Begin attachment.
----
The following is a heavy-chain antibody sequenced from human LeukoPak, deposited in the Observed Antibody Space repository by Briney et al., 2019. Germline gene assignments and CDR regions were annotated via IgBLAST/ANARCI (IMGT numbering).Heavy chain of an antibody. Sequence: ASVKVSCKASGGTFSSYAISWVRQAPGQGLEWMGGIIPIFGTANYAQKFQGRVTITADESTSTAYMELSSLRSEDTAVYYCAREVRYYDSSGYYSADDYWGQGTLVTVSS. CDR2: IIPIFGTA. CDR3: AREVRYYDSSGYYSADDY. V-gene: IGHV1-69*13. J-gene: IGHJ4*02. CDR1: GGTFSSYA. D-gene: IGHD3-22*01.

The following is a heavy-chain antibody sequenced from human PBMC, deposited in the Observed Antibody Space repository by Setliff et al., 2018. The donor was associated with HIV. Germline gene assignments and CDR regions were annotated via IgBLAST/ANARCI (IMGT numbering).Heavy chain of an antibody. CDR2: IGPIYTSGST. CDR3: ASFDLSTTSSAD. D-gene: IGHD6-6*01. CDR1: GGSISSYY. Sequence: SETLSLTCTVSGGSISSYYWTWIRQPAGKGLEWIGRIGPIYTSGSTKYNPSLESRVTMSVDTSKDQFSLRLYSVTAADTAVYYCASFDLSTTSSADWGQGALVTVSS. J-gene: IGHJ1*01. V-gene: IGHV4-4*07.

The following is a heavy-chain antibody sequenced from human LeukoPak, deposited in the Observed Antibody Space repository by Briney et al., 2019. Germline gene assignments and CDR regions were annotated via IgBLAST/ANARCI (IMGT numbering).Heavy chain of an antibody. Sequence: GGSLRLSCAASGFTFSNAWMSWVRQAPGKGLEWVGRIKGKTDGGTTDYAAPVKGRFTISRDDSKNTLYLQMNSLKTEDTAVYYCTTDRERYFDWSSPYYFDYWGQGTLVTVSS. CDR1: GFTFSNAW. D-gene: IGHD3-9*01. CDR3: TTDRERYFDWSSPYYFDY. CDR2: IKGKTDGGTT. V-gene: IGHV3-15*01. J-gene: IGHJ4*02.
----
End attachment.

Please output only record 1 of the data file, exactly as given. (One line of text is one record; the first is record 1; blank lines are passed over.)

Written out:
The following is a heavy-chain antibody sequenced from human LeukoPak, deposited in the Observed Antibody Space repository by Briney et al., 2019. Germline gene assignments and CDR regions were annotated via IgBLAST/ANARCI (IMGT numbering).Heavy chain of an antibody. Sequence: ASVKVSCKASGGTFSSYAISWVRQAPGQGLEWMGGIIPIFGTANYAQKFQGRVTITADESTSTAYMELSSLRSEDTAVYYCAREVRYYDSSGYYSADDYWGQGTLVTVSS. CDR2: IIPIFGTA. CDR3: AREVRYYDSSGYYSADDY. V-gene: IGHV1-69*13. J-gene: IGHJ4*02. CDR1: GGTFSSYA. D-gene: IGHD3-22*01.